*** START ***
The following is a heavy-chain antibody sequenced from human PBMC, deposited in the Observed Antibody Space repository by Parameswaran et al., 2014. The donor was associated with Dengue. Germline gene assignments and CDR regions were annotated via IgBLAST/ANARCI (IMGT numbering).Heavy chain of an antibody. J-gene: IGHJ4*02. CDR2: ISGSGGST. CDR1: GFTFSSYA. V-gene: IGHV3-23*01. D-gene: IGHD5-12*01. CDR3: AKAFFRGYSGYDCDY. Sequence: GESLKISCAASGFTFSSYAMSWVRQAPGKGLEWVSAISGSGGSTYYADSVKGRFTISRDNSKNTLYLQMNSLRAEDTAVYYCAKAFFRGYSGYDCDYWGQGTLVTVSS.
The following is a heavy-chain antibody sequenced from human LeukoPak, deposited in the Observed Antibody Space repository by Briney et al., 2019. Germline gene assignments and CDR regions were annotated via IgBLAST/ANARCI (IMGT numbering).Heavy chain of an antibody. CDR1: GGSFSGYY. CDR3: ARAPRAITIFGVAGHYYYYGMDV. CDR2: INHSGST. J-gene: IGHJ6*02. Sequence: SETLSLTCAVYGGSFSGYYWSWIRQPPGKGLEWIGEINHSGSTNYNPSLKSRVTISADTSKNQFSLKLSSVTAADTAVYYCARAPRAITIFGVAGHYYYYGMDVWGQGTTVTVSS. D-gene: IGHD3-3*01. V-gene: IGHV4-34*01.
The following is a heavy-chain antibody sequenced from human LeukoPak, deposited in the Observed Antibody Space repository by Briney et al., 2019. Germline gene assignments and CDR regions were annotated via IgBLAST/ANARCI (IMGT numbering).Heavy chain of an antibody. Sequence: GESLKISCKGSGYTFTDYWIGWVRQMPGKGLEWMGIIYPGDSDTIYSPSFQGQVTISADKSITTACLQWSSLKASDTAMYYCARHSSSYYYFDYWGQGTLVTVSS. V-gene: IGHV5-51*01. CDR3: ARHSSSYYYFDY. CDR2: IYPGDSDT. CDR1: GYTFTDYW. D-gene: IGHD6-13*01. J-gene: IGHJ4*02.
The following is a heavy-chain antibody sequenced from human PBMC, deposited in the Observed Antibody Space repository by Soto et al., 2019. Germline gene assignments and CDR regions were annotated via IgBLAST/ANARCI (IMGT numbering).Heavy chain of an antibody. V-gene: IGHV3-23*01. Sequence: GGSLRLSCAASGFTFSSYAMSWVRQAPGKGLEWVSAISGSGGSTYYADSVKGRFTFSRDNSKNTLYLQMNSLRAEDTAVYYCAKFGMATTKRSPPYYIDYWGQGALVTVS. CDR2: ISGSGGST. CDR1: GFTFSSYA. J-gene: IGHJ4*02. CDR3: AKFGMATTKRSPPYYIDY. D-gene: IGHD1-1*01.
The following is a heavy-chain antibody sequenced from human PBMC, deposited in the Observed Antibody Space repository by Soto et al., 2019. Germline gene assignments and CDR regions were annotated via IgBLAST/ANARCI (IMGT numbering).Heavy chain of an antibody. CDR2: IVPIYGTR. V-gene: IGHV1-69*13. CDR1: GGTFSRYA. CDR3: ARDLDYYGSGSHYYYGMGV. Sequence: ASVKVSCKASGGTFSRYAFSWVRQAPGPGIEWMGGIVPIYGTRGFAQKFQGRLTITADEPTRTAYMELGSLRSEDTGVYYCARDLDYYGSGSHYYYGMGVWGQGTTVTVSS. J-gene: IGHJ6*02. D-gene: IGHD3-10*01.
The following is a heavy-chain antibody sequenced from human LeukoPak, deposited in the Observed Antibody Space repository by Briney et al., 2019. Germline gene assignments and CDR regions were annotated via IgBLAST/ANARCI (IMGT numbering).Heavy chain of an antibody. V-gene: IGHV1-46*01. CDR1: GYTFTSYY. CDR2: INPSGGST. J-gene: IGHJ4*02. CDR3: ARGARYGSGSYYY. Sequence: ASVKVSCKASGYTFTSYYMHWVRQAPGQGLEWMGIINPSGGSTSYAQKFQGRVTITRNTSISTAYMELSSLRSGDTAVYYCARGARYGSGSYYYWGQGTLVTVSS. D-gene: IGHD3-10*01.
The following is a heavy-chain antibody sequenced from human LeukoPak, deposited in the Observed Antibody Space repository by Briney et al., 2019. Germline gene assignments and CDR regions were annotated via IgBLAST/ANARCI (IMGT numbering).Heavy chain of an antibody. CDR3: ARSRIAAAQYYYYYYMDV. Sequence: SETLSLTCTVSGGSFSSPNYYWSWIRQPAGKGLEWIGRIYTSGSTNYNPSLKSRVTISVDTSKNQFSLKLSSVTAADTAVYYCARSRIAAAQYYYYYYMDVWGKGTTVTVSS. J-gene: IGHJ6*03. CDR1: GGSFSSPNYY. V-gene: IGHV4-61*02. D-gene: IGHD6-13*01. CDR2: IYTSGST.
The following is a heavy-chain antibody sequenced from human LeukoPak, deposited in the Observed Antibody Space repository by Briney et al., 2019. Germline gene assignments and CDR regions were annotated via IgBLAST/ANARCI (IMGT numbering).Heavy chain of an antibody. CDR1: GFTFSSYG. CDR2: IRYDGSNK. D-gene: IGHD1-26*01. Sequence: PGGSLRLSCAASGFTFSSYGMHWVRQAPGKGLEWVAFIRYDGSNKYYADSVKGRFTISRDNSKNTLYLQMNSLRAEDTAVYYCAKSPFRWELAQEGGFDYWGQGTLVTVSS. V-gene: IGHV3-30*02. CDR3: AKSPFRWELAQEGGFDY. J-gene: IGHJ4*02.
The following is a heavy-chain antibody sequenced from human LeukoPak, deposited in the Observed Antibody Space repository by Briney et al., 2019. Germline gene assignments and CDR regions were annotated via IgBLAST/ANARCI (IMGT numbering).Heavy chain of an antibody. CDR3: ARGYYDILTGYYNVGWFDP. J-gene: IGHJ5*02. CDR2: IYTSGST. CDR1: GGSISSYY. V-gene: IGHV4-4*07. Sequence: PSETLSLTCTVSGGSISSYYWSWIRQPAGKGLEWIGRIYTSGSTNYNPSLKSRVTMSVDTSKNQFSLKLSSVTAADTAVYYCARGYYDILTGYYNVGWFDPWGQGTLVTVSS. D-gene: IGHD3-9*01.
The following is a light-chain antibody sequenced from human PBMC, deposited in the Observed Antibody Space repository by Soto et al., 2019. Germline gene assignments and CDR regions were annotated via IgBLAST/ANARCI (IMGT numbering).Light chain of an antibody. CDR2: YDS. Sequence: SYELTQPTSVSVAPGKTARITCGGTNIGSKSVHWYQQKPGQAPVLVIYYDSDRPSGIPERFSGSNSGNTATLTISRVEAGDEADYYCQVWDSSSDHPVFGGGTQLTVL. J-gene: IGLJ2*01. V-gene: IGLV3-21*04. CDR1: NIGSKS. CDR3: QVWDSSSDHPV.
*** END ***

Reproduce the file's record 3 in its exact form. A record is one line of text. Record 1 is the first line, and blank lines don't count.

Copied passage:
The following is a heavy-chain antibody sequenced from human LeukoPak, deposited in the Observed Antibody Space repository by Briney et al., 2019. Germline gene assignments and CDR regions were annotated via IgBLAST/ANARCI (IMGT numbering).Heavy chain of an antibody. Sequence: GESLKISCKGSGYTFTDYWIGWVRQMPGKGLEWMGIIYPGDSDTIYSPSFQGQVTISADKSITTACLQWSSLKASDTAMYYCARHSSSYYYFDYWGQGTLVTVSS. V-gene: IGHV5-51*01. CDR3: ARHSSSYYYFDY. CDR2: IYPGDSDT. CDR1: GYTFTDYW. D-gene: IGHD6-13*01. J-gene: IGHJ4*02.